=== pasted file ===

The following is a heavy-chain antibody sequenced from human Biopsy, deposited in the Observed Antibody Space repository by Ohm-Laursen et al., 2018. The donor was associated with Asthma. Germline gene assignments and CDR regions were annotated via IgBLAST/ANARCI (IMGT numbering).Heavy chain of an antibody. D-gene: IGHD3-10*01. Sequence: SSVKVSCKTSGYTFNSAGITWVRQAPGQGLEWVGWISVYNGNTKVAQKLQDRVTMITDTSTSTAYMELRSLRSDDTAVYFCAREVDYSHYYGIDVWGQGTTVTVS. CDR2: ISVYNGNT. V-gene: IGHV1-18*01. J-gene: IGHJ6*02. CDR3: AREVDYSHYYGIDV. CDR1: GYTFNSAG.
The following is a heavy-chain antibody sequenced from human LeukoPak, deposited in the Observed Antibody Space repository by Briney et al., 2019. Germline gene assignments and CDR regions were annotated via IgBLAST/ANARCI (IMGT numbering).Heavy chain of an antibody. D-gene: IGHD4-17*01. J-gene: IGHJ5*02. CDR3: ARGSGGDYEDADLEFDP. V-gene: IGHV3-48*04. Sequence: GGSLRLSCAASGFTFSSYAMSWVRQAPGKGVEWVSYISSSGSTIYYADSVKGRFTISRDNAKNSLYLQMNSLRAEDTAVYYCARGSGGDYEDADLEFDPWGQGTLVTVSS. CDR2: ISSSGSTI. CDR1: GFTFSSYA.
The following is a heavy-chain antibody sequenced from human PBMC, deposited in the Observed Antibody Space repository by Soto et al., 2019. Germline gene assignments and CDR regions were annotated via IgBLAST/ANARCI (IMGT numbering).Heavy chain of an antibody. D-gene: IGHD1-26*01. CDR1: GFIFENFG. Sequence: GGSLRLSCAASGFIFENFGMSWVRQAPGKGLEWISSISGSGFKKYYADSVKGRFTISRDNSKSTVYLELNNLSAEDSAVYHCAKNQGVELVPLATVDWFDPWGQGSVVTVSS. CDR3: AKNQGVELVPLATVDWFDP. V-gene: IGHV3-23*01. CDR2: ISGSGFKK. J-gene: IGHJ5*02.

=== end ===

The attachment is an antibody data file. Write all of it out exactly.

The following is a heavy-chain antibody sequenced from human Biopsy, deposited in the Observed Antibody Space repository by Ohm-Laursen et al., 2018. The donor was associated with Asthma. Germline gene assignments and CDR regions were annotated via IgBLAST/ANARCI (IMGT numbering).Heavy chain of an antibody. D-gene: IGHD3-10*01. Sequence: SSVKVSCKTSGYTFNSAGITWVRQAPGQGLEWVGWISVYNGNTKVAQKLQDRVTMITDTSTSTAYMELRSLRSDDTAVYFCAREVDYSHYYGIDVWGQGTTVTVS. CDR2: ISVYNGNT. V-gene: IGHV1-18*01. J-gene: IGHJ6*02. CDR3: AREVDYSHYYGIDV. CDR1: GYTFNSAG.
The following is a heavy-chain antibody sequenced from human LeukoPak, deposited in the Observed Antibody Space repository by Briney et al., 2019. Germline gene assignments and CDR regions were annotated via IgBLAST/ANARCI (IMGT numbering).Heavy chain of an antibody. D-gene: IGHD4-17*01. J-gene: IGHJ5*02. CDR3: ARGSGGDYEDADLEFDP. V-gene: IGHV3-48*04. Sequence: GGSLRLSCAASGFTFSSYAMSWVRQAPGKGVEWVSYISSSGSTIYYADSVKGRFTISRDNAKNSLYLQMNSLRAEDTAVYYCARGSGGDYEDADLEFDPWGQGTLVTVSS. CDR2: ISSSGSTI. CDR1: GFTFSSYA.
The following is a heavy-chain antibody sequenced from human PBMC, deposited in the Observed Antibody Space repository by Soto et al., 2019. Germline gene assignments and CDR regions were annotated via IgBLAST/ANARCI (IMGT numbering).Heavy chain of an antibody. D-gene: IGHD1-26*01. CDR1: GFIFENFG. Sequence: GGSLRLSCAASGFIFENFGMSWVRQAPGKGLEWISSISGSGFKKYYADSVKGRFTISRDNSKSTVYLELNNLSAEDSAVYHCAKNQGVELVPLATVDWFDPWGQGSVVTVSS. CDR3: AKNQGVELVPLATVDWFDP. V-gene: IGHV3-23*01. CDR2: ISGSGFKK. J-gene: IGHJ5*02.